Some appreciate fine art; others appreciate fine wines. Stanley Fish appreciates fine sentences. The New York Times columnist and world-class professor has long been an aficionado of language. Like a seasoned sportscaster, Fish marvels at the adeptness of finely crafted sentences and breaks them down into digestible morsels, giving readers an instant play-by-play.
Stanley Fish, in full Stanley Eugene Fish, (born April 19, 1938, Providence, Rhode Island, U.S.), American literary critic particularly associated with reader-response criticism, according to which the meaning of a text is created, rather than discovered, by the reader; with neopragmatism, where critical practice is advanced over theory; and with the interpretive relationships between.
Write A Sentence And Read One Stanley Fish by online. You might not require more mature to spend to go to the book launch as competently as search for them. In some cases, you likewise pull off not discover the notice How To Write A Sentence And Read One Stanley Fish that you are looking for. It will unconditionally squander the time.I particularly enjoyed Fish’s definition of a sentence as “a structure of logical relationships” (Fish, 2011, p. 133) and the journey he takes the reader on from the basic structure of a sentence, to the different sentence styles (I especially enjoyed the chapter on satirical sentences), to sentence content.Like a seasoned sportscaster, Fish marvels at the adeptness of finely crafted sentences and breaks them down into digestible morsels, giving readers an instant play-by-play. In this entertaining and erudite gem, Fish offers both sentence craft and sentence pleasure, skills invaluable to any writer (or reader).
Find How To Write a Sentence by Fish, Stanley at Biblio. Uncommonly good collectible and rare books from uncommonly good booksellers.Read More
Stanley Eugene Fish (born April 19, 1938) is an American literary theorist, legal scholar, author and public intellectual.He is currently the Floersheimer Distinguished Visiting Professor of Law at Yeshiva University's Benjamin N. Cardozo School of Law in New York City, although Fish has no degrees or training in law. Fish has previously served as the Davidson-Kahn Distinguished University.Read More
HOW TO WRITE A SENTENCE starts well enough, as Fish relays how a great piece of writing finds itself at the mercy of great sentences. In the first four chapters, the reader learns a few basic (somewhat technical) parts of a sentence, and how these little parts -- often taken for granted by inexperienced readers -- become building blocks to masterpieces (Stein, Hemingway, Fitzgerald).Read More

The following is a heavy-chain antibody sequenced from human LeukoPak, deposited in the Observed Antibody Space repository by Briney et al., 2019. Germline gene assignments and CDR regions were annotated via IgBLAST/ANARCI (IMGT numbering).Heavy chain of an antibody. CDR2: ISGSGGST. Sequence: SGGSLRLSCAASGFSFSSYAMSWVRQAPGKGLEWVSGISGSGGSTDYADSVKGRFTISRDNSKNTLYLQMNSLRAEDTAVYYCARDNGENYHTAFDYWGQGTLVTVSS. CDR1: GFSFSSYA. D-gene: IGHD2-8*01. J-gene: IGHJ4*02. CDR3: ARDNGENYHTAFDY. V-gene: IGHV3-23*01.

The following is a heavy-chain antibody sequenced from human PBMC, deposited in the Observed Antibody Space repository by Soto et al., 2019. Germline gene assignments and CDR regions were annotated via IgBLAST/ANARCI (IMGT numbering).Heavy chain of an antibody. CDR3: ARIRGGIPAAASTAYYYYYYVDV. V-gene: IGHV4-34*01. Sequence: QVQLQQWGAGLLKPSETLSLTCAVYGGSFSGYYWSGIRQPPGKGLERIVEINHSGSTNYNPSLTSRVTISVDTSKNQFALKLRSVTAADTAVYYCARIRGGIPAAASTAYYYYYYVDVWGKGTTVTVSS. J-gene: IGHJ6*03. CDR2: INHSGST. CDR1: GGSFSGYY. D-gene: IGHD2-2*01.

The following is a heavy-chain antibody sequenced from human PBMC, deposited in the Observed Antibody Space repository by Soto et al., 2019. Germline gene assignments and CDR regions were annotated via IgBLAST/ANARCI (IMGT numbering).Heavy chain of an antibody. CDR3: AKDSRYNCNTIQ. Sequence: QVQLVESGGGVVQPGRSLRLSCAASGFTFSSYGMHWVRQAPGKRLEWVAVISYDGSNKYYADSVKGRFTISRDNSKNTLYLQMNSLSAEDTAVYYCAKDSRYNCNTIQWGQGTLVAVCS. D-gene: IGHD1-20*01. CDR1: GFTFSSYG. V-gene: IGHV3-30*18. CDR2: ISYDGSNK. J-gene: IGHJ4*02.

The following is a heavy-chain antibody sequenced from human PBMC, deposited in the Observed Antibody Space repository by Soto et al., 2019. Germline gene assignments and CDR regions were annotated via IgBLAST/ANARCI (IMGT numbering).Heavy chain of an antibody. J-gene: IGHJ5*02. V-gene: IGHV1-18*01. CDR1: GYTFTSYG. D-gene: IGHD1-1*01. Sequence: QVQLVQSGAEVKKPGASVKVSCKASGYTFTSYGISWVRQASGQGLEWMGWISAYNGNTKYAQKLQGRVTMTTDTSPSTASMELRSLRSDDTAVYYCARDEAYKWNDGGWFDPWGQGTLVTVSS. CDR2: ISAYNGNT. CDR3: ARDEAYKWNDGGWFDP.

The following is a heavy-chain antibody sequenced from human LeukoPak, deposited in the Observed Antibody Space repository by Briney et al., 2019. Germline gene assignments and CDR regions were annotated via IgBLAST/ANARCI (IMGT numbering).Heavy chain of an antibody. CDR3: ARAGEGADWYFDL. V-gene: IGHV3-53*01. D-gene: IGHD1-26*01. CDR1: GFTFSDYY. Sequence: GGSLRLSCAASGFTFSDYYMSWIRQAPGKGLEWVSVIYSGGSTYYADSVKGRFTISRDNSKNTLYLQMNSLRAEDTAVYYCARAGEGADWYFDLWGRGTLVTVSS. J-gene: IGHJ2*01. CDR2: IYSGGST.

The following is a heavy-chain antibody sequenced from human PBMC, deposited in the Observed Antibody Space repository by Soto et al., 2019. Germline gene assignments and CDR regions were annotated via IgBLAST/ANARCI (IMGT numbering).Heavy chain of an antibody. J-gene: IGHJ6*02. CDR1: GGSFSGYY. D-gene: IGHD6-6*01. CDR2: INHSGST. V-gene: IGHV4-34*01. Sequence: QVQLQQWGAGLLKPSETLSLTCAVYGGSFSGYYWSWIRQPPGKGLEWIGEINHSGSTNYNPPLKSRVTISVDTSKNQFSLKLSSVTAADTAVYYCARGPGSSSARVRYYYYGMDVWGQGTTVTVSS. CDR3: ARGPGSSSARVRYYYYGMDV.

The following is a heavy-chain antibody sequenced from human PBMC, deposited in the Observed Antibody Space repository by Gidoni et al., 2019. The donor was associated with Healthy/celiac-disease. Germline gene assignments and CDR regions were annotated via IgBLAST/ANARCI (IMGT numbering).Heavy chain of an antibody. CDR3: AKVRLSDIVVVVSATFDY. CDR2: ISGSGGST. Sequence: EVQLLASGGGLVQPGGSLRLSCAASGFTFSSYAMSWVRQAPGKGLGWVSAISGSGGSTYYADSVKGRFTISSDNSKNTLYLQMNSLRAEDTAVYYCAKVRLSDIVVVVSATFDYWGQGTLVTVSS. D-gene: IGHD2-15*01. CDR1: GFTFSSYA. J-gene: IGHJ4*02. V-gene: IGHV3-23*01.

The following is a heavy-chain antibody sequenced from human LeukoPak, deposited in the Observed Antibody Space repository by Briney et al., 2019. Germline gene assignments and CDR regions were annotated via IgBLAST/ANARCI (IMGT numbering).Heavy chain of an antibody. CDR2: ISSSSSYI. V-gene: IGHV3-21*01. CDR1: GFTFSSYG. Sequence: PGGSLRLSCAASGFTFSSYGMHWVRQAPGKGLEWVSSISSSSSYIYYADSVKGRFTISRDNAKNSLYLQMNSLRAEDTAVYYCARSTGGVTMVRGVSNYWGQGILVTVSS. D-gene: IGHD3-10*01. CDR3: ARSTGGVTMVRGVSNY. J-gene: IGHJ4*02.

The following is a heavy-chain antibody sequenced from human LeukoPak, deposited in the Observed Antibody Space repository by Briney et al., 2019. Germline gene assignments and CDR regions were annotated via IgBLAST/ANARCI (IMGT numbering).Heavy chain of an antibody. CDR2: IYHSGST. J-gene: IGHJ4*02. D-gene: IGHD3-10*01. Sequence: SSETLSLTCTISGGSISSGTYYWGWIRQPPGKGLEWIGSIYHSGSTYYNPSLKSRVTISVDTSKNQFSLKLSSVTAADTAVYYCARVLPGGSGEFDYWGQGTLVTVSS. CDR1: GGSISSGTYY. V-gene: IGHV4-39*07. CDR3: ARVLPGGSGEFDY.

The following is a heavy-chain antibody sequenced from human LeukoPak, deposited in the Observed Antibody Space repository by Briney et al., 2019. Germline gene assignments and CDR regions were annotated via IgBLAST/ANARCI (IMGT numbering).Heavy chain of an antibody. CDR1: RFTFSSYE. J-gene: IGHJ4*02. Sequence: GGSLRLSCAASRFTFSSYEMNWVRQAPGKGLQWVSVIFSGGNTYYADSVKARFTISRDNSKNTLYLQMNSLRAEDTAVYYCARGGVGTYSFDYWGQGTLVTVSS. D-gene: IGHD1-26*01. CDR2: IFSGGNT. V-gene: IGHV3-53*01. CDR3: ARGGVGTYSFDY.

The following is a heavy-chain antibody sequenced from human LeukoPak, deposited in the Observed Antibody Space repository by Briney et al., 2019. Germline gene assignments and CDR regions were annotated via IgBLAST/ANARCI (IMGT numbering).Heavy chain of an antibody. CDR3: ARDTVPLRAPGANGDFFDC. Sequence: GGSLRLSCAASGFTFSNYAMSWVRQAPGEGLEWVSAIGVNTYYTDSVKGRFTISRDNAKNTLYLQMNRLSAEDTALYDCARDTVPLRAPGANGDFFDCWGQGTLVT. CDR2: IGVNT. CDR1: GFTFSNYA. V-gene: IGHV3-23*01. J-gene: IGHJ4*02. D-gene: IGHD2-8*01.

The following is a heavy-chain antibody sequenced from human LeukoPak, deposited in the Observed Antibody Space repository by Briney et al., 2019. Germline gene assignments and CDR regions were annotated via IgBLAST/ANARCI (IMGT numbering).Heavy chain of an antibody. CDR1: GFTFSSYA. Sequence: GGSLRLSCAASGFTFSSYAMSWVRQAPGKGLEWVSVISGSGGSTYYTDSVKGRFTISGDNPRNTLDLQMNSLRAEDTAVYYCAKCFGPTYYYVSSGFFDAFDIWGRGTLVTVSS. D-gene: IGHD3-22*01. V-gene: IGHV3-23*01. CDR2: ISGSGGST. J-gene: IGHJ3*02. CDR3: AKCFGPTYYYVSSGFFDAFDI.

The point I would like to make is that I wish Stanley Fish’s new book had taken a different approach. Complicating that is that I mean for it to be a first sentence, and, hence, it bears all the burdens of a first impression. As a place to start, consider: Although I have generally loved Stanley Fish’s work, I found his new book disappointing.Read More
My essay on Stanley Fish’s book, How to Write a Sentence, and on ways to improve your sentence-making in general, has been published by the excellent web journal, Fiction Writers Review.I describe Fish’s method of learning through imitation, attempt to use his rules to produce some good sentences of my own, and then offer a critique of Fish’s ideas.Read More
Stanley Fish just might be America’s most famous professor. His columns for the New York Times routinely receive hundreds of comments, and he has published 12 books, including How to Write a Sentence.This slim volume—clever as it is informative—documents Fish’s love affair with language and guides readers in their own pursuit of clear writing.Read More
How to Write A Sentence And How to Read One (eBook): Fish, Stanley Eugene: Like a long periodic sentence, this book rumbles along, gathers steam, shifts gears, and packs a wallop. --Roy Blount Jr. Language lovers will flock to this homage to great writing. --Booklist Outspoken New York Times columnist Stanley Fish offers an entertaining, erudite analysis of language and rhetoric in this.Read More
Outspoken New York Times columnist Stanley Fish offers an entertaining, erudite analysis of language and rhetoric in this delightful celebration of the written word. Drawing on a wide range of great writers, from Philip Roth to Antonin Scalia to Jane Austen and beyond, Fish’s How to Write a Sentence is much more than a writing manual—it is a penetrating exploration into the art and craft.Read More
Getting Good Writing Down Aug 4, 2011 by BobCumbow. For Prof. Fish, good writing begins with good sentences. His first couple of chapters nail down some principles about sentence writing and how sentences set up and guide (or sometimes subvert) the reader's expectation.Read More